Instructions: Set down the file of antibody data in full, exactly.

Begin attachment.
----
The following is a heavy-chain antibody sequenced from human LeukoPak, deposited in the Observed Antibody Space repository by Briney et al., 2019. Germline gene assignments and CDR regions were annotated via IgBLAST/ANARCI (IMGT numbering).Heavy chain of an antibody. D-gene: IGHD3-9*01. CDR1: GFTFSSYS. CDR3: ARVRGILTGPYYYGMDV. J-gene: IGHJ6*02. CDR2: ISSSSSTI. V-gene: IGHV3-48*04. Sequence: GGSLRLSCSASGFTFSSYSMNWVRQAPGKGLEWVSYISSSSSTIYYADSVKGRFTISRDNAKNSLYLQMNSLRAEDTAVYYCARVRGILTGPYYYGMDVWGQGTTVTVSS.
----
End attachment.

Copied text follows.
The following is a heavy-chain antibody sequenced from human LeukoPak, deposited in the Observed Antibody Space repository by Briney et al., 2019. Germline gene assignments and CDR regions were annotated via IgBLAST/ANARCI (IMGT numbering).Heavy chain of an antibody. D-gene: IGHD3-9*01. CDR1: GFTFSSYS. CDR3: ARVRGILTGPYYYGMDV. J-gene: IGHJ6*02. CDR2: ISSSSSTI. V-gene: IGHV3-48*04. Sequence: GGSLRLSCSASGFTFSSYSMNWVRQAPGKGLEWVSYISSSSSTIYYADSVKGRFTISRDNAKNSLYLQMNSLRAEDTAVYYCARVRGILTGPYYYGMDVWGQGTTVTVSS.